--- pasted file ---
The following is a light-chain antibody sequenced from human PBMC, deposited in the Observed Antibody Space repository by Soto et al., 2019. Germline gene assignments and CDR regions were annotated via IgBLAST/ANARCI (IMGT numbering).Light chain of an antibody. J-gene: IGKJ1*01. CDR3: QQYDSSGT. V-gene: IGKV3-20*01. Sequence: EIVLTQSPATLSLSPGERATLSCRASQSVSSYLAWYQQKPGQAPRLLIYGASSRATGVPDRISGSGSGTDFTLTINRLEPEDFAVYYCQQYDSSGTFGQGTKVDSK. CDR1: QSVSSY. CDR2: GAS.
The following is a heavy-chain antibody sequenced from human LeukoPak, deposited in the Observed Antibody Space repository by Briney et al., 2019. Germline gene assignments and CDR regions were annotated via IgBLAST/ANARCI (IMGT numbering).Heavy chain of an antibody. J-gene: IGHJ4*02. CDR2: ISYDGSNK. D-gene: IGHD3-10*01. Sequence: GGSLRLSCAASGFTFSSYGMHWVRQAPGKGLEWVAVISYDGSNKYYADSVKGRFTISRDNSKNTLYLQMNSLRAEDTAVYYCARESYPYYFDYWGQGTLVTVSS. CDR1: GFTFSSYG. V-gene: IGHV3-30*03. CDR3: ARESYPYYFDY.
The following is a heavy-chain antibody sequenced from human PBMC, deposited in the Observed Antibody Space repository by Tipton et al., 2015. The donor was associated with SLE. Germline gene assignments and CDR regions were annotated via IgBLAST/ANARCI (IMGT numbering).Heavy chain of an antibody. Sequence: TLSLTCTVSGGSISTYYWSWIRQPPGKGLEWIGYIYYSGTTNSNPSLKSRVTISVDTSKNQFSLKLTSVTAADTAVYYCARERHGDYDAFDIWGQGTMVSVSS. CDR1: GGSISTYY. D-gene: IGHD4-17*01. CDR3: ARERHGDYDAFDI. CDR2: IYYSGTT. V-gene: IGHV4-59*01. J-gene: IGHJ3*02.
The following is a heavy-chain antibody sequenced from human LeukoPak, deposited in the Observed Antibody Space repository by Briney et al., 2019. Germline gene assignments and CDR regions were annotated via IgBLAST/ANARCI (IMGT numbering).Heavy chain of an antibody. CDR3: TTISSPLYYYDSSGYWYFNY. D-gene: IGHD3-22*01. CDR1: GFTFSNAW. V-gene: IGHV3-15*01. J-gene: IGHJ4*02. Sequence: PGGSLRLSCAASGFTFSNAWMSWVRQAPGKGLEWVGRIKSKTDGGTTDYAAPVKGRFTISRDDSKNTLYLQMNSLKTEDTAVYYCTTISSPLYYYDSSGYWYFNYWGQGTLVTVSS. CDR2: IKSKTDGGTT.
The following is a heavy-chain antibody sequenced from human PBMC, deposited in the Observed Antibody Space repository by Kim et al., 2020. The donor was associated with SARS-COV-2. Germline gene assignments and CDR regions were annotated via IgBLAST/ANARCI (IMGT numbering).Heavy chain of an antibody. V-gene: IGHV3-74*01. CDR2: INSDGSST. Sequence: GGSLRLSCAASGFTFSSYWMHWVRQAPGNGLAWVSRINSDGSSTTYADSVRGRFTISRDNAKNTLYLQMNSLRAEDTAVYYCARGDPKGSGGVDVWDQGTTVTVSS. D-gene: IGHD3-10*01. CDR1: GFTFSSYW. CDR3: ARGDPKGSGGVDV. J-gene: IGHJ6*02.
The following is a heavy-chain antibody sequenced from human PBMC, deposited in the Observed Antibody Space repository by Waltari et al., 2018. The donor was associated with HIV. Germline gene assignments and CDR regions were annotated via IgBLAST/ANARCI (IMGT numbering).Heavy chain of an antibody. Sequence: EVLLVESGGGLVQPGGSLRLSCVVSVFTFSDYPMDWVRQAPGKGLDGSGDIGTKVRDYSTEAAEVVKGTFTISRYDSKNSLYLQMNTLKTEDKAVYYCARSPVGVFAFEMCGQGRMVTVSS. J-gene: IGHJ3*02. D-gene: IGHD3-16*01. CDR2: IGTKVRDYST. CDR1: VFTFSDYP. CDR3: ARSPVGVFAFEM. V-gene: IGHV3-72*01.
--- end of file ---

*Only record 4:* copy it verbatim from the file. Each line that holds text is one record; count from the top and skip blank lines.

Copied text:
The following is a heavy-chain antibody sequenced from human LeukoPak, deposited in the Observed Antibody Space repository by Briney et al., 2019. Germline gene assignments and CDR regions were annotated via IgBLAST/ANARCI (IMGT numbering).Heavy chain of an antibody. CDR3: TTISSPLYYYDSSGYWYFNY. D-gene: IGHD3-22*01. CDR1: GFTFSNAW. V-gene: IGHV3-15*01. J-gene: IGHJ4*02. Sequence: PGGSLRLSCAASGFTFSNAWMSWVRQAPGKGLEWVGRIKSKTDGGTTDYAAPVKGRFTISRDDSKNTLYLQMNSLKTEDTAVYYCTTISSPLYYYDSSGYWYFNYWGQGTLVTVSS. CDR2: IKSKTDGGTT.